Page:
* * * * *

NB All blurbs and covers taken from Goodreads, Amazon UK or Audible UK.

* * * * *

So…what do you think? Are you tempted?

56 thoughts on “TBR Thursday 260…

  1. Very tempted by Shadowplay. Have been for ages but something always holds me back from grabbing a copy.

    I’m in the same boat (read : sinking ship) as you are with regards to reviewing and blogging. In case you hadn’t noticed. Leaning more towards a wine tasting blog, though. 🤔

    Liked by 1 person

    • I’m looking forward to Shadowplay, especially since I’m enjoying Dracula more than I remembered doing the first time I read it.

      Wine-tasting is a much better idea – maybe we could combine them and have a party blog! It’s so annoying not being able to get properly lost in a book, though. Pah!

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  2. Shaddowplay looks like the best of the bunch for me this week, and the audiobook sounds great. I don’t know either of these narrators, but it sounds like ideal listening for this time of year anyway. Too bad your reading slump has returned, though its probably not surprising. I’ve a feeling we’re all the same.

    Liked by 1 person

    • I’m thoroughly enjoying the Dracula audiobook, so am really in the mood to follow it up with Shadowplay. Yes, I think we seem to be split between people who are slumping and people who are devouring books as if there’s about to be a famine. But I’ve definitely noticed a huge dip in the number of reviews around the blogosphere. Pah! I though I was just about getting back to normal too.

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  3. I honestly think this lockdown and the pandemic in general are so draining on all of us, FictionFan. I know I’ve found it harder to keep up with nearly everything than I used to before this all happened. Fortunately, books wait on the TBR ’till we’re ready to read them… At any rate, the Symons sounds good. I’ve liked the work of his that I’ve read, and I hope you’ll like that one, too. And if you don’t get through a lot of books right now, you don’t. You could always start blogging about Rafa. Or about Mr. Darcy. Or…… until you get your mojo back.

    Liked by 2 people

    • When you find yourself listening to fifteen versions of Don’t Cry for Me Argentina and comparing how they hit the top notes, you know you’re definitely in a book slump… 😉 I’m so fed up with the pandemic now – bring on the vaccine! The Symons does sound good and I shall be reading it at just the right time of year. Yes, I think I have to throw my reading schedule on the fire and just stick to re-reads and comfort reads for a bit… maybe a re-watch of P&P might help… 😉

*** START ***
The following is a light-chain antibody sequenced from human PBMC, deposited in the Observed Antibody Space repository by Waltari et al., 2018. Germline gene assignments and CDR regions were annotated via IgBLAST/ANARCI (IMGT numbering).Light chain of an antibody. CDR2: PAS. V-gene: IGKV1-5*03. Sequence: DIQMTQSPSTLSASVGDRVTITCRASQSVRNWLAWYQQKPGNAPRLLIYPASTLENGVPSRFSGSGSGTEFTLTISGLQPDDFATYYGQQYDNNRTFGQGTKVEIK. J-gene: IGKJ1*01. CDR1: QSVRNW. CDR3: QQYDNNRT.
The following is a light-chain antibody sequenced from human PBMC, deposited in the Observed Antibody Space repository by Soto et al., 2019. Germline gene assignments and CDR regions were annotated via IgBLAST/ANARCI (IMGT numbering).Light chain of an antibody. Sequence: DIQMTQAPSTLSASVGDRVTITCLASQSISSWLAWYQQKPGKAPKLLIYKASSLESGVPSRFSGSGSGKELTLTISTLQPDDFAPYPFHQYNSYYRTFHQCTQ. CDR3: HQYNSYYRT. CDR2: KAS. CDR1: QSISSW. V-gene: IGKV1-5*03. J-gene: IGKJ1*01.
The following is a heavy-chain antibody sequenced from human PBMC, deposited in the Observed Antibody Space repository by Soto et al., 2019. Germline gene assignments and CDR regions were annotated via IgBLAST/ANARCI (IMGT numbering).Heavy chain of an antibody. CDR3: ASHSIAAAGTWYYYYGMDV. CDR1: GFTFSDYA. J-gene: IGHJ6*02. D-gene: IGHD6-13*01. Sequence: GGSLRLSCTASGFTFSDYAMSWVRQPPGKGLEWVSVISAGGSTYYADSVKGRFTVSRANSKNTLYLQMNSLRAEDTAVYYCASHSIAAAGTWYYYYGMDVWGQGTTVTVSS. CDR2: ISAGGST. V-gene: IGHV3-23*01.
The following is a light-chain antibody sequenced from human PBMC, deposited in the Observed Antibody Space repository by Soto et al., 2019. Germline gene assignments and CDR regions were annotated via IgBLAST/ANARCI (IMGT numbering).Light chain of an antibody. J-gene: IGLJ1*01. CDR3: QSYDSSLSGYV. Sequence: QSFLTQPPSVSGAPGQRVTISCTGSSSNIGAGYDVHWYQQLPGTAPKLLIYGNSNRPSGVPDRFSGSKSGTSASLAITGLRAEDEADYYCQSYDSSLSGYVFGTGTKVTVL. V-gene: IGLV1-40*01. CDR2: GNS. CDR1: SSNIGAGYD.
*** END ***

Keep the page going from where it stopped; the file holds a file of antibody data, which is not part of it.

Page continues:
Liked by 2 people

  4. I haven’t read Last of the Mohicans but remember the tv program – I think it’s going to be good, if not more. It is difficult keeping up a blog when you have no reading to write about, I know that feeling well!

    Liked by 1 person

    • Oh good! It sounds like the kind of adventure story I usually love, so fingers crossed! Ha, yes, the constant pressure to finish books and get a review written is the downside of blogging, for sure! I’m sure I’ve had many reading slumps in the past and not even been really aware of them…

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  5. Oh dear! So sorry about the reading slump! And books that inspire one-star reviews don’t help matters.

    A great group of books this week. Weird Woods, The Progress of a Crime, and Shadowplay sound intriguing. Here’s hoping they really are!

    Liked by 1 person

    • I’m sure the two things are connected – my ratings are much lower this year in general. I feel sorry for the poor books… 😉

      They do all look good! And none of them sound too heavy, so fingers crossed. 😀

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  6. Find the Daniel Day Lewis film of The Last of the Mohicans and then read the book (breaking my usual rule) because reading the book with the film score playing in your head will definitely liven up your reading experience.

    Liked by 1 person

    • Interesting! I’ve actually had the film for ages but have been holding off watching it till I read the book. Don’t know if I can bring myself to watch the movie first, but I shall listen to the soundtrack!

      Liked by 1 person

        • Haha, it is unusual! I tend to find that if I watch the movie first, then I struggle with the book – took me years to be able to appreciate the book of One Flew Over the Cuckoo’s Nest, for instance, because of the differences to the film.

          Liked by 1 person

    • It’s so annoying, because it ought to be the perfect opportunity for us all to catch up with our TBRs, and I’d love to be able to obsess less about the dismal news! Shadowplay sounds great, and since I’m loving my re-read (or re-listen) of Dracula, I’m just in the mood…

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  7. Sorry to hear you have hit a reading slump – I am going through something very similar and have only read one book this month, too! But both Shadowplay and The Last of the Mohicans sound great, so hopefully they will tempt you and get your reading back on track. 🤞📚😃

    Liked by 1 person